Preparation- Just like pouring on a sphere, a pour done on a statue should be done in a few different stages to get the best results, unless the statue doesn’t have a lot of curves and nooks. This way, you can manipulate the piece into a more favorable drying position in between each stage so that the previously poured paint isn’t negatively affected.
Go With the Flow- Because statues have lots of opportunities for paint pooling, it’s important to pay special attention to how your paint is flowing. Make sure that the surface is coated evenly, and that paint doesn’t collect in any one area; otherwise, your paint may crack or peel.
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Pouring on Boxes
Boxes may seem easy to pour on, since they’re flat; but the corners can present an interesting challenge.
Side by Side- Just like the statues, you’ll find success in pouring one side of your box at a time. Breaking up the process into stages where you pour a side, allow it to cure completely, and then pour the next side, will help you have more control over the final piece.
If you’re pouring on a hinged box or one that doesn’t have a liquid-tight seal, you might want to consider taping off the inner edges of your box so that errant paint doesn’t leak inside.
Open Up- Speaking of hinged boxes, you’ll also want to consider how your box opens and closes, and avoid thick paint on the open edges of the box. If your paint is too thick, the box won’t close correctly. It’s also a good idea to remove any removable hardware like hinges, screws, or decorative metal handles before you pour, and put them back on afterwards for a clean look.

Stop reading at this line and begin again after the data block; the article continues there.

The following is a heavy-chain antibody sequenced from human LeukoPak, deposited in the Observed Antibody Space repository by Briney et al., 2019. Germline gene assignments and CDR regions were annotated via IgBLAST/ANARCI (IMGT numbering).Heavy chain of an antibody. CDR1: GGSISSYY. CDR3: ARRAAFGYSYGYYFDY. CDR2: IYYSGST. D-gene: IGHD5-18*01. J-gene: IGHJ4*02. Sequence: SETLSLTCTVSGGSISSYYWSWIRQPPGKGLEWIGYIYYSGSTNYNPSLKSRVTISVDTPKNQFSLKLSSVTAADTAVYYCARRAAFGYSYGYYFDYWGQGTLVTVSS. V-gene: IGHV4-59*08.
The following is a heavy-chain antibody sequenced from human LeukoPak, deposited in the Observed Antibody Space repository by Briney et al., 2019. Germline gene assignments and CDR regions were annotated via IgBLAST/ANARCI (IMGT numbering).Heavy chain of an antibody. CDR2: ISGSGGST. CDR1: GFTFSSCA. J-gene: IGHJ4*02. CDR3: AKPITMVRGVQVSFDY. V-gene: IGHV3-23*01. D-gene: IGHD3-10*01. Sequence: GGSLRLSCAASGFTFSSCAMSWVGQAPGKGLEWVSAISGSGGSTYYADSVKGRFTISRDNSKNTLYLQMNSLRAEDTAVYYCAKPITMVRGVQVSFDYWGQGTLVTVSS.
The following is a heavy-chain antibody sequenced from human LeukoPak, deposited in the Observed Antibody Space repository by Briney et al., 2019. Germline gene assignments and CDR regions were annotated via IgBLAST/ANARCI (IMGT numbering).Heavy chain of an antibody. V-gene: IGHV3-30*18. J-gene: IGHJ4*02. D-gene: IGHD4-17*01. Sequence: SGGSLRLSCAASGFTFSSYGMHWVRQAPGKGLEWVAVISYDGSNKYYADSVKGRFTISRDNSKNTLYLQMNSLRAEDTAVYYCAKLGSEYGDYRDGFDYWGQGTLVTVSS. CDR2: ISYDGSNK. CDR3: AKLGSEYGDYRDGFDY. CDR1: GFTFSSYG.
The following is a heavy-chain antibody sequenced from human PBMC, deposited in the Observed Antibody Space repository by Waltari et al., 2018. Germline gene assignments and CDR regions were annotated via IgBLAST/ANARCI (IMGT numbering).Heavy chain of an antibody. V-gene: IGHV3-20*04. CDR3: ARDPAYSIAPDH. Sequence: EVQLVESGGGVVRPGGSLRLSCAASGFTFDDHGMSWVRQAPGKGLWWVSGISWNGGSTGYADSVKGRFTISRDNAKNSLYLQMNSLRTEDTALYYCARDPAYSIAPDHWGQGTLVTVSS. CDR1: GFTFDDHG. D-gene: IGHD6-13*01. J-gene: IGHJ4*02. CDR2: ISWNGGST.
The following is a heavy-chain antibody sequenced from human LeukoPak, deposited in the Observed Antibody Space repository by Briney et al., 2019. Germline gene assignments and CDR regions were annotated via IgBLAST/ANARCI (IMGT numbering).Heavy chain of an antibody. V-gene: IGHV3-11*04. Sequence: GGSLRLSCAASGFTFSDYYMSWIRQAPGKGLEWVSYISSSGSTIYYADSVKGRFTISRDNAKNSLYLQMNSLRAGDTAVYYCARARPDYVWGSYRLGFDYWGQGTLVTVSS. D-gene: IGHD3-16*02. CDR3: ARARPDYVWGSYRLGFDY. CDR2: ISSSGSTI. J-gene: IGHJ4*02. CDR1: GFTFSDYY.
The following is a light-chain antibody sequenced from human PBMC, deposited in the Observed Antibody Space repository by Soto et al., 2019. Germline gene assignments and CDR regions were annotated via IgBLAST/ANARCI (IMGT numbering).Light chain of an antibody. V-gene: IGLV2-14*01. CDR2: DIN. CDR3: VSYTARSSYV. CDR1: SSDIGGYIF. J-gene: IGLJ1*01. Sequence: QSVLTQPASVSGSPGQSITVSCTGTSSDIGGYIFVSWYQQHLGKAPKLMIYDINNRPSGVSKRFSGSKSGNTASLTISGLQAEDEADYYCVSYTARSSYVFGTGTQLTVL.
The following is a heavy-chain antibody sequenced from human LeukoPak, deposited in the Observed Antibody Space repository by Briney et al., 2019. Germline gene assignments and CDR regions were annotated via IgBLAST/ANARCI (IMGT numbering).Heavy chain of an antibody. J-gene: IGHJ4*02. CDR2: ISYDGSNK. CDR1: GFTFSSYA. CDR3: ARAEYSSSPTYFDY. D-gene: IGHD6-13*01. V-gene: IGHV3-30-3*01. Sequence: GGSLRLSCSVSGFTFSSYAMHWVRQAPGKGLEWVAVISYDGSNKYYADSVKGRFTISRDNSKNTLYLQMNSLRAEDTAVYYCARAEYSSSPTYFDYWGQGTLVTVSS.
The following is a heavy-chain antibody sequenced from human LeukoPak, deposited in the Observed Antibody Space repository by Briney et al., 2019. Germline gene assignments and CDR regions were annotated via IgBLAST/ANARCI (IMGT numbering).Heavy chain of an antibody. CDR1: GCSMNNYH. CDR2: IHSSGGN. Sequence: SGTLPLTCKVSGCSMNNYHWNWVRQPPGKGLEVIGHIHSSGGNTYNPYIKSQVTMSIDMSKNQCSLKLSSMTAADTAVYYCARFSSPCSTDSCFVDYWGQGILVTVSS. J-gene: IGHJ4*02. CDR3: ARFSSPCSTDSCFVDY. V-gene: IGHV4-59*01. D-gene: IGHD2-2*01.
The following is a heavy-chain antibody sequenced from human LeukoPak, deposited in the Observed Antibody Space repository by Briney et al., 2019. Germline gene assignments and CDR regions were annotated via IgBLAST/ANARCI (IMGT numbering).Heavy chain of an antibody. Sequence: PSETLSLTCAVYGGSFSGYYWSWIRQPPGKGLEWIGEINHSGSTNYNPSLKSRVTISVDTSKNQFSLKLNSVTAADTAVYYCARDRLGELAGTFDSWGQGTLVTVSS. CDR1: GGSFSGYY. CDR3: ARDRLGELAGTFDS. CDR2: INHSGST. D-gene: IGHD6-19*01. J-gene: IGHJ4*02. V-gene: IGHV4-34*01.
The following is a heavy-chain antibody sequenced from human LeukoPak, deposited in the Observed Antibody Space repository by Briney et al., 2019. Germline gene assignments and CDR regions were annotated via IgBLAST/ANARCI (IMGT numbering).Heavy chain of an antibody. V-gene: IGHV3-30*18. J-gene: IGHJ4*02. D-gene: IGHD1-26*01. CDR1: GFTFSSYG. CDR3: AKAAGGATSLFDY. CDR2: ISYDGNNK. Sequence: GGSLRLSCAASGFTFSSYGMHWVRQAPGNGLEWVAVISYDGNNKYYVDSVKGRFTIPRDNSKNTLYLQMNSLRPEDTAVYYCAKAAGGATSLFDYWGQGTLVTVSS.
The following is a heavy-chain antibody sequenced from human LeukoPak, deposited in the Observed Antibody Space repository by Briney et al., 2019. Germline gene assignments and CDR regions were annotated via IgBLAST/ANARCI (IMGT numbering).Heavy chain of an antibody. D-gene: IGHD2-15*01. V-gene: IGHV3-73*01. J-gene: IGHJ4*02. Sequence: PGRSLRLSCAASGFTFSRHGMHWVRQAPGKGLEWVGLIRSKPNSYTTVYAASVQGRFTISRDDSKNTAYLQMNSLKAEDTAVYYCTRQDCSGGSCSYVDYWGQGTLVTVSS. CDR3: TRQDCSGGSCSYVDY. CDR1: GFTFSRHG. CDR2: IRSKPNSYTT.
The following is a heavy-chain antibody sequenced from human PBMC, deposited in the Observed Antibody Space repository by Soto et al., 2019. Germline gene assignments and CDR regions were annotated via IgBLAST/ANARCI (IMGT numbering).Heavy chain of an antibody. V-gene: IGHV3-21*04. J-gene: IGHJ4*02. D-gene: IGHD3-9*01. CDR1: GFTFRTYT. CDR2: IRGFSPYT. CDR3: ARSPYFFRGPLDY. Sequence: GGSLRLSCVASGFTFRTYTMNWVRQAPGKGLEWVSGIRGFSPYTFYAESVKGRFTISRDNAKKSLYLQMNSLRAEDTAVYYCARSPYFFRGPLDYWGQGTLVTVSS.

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Pouring on Other Objects with Corners
Since we’re referring to pouring, which has limitless possibilities, you might come across an object with nooks and crannies that isn’t on this list. In any circumstance where you’re pouring on a 3D object, remember:
- Don’t allow your paint to pool, and don’t apply a thick layer of paint anywhere on your piece that isn’t directly exposed to air for drying purposes.
- Consider where your piece will be displayed and seal accordingly.
- Adjust your paint mixture to be slightly thicker so that your paint doesn’t run or drip right off of your piece.
Fluid art is infinitely versatile. It sounds so cliche to say things like “the only limit is your imagination”, but truly, that’s the deal here. As long as it’s not alive or fragile (electronically or otherwise), there’s a pretty good chance you can pour on it.
Too many choices can be overwhelming, but don’t let that stop you! If you’re not really sure where to start, we recommend starting out with a flat surface first; canvas, mirrors, things of that nature. These are the most forgiving surfaces and the easiest to pour on if you’re a beginner.
If you’re experienced in pouring and need some inspiration, you can find it just about anywhere! Try a local dollar store, join “garage sale” Facebook groups, or even check out a simple “statue” search on Amazon; you might be surprised where inspiration strikes!
Make sure to share your beautiful creations with us in our Facebook group!
Check out All of the Products we Discussed Today on Amazon
- Canvas Panel
- Ceramic Tiles
- Serving Tray
- Tray Tables
- Dinner plates
Sara Wagner is an author and artist from Upstate New York. She is the owner of Studio Blackwater and can typically be found covered in paint, cats, or her two young daughters. You can find her on Facebook and Instagram as @studioblackwater.